YOUR neighbour’s security light could be shaving years off your life.
That is the message of Booragoon-based scientist Kellie Pendoley, an expert on artificial light pollution with more than 20 years’ experience measuring and studying the effects of light on biological organisms.
Dr Pendoley recently hosted a seminar for members of Perth’s Local Government Association, where she spoke about the latest technology and techniques to measure and monitor light to manage nuisance light complaints.
In the past decade, various studies have established a link between artificial lighting, specifically short wave-length blue light, and an increased risk of sleep disorders, obesity, heart disease, depression and cancer.
Dr Pendoley believes nuisance lighting complaints, such as a street lamp or security light shining into a bedroom window, are poised to become a massive issue for councils as more and more people wake up to the health risks.
“What we have seen, certainly since 2010, is this incredible groundswell of research that proves that short wave-length blue light is harmful to human health,” she said.
“Blue light is everywhere, but it is particularly prevalent in things like LED lights and the screens of electronic devices.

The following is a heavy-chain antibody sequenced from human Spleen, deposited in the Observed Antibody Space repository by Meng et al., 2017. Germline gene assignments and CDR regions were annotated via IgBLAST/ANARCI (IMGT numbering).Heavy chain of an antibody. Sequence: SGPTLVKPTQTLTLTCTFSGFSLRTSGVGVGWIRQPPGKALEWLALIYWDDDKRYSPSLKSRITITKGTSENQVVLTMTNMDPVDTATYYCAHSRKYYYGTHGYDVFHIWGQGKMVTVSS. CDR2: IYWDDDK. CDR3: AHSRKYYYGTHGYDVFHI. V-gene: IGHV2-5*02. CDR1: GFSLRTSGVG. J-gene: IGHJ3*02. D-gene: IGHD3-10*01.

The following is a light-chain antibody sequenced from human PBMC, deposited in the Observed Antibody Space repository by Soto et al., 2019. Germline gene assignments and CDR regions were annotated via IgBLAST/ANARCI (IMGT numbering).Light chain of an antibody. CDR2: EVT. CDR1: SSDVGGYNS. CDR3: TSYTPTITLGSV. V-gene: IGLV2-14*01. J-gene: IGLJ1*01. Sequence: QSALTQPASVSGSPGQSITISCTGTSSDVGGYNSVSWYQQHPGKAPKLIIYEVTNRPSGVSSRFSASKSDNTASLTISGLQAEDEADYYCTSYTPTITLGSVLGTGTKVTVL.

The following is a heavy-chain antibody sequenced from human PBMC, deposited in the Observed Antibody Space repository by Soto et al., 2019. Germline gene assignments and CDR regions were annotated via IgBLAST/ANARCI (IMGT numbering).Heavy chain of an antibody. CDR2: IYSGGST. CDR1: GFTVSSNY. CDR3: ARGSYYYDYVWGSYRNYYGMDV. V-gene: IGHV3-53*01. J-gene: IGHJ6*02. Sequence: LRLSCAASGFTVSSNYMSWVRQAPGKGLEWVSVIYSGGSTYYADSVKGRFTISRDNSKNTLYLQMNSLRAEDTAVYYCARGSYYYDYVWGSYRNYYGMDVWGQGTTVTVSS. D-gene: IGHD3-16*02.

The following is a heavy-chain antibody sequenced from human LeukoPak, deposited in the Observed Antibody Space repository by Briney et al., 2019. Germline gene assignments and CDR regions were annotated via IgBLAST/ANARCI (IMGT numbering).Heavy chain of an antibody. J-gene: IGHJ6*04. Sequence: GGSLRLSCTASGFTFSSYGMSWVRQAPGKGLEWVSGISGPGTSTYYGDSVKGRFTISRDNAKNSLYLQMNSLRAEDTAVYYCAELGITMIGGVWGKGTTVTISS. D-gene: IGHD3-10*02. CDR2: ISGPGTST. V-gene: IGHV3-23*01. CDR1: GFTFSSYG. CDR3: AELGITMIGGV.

“This particular kind of light is very high energy and it disrupts the regulation of melatonin, the hormone that helps us sleep.
“If you suppress melatonin production you don’t sleep properly and it’s also linked to a range of other health issues.”
Multiple studies have concluded that women who consistently work night shifts, such as nurses or air hostesses, are at an increased risk of developing breast cancer.
Scientists believe melatonin, which also helps prevent tumour formation, offers the best explanation for the link, because the body produces high amounts of melatonin at night, and melatonin levels drop in the presence of light.
Dr Pendoley also said that in addition to the health risks, if you had a light shining on nothing you were generating a huge amount of greenhouse gas for no reason.
Fascination with light begins with nature
Recently elected to the board of the International Dark Sky Association, Kellie Pendoley’s interest in light pollution began in 1995 with a PhD studying WA marine turtles at Murdoch University.
“My PhD focused on proving that flatback sea turtles are most attracted to the shortest wave length light available. That’s a problem, because celestial light (from the moon and stars) is fairly smooth across the spectrum – there are roughly equal amounts of blue, green, orange and yellow,” she said.
“When a hatchling comes out of the sand, they use the horizon over the ocean to navigate towards the water.
“However, if you have a town inland the artificial light it produces dazzles the turtles and blinds them to the horizon and they’ll end up crawling all over the dunes rather than into the ocean – and many will end up dying because of that.”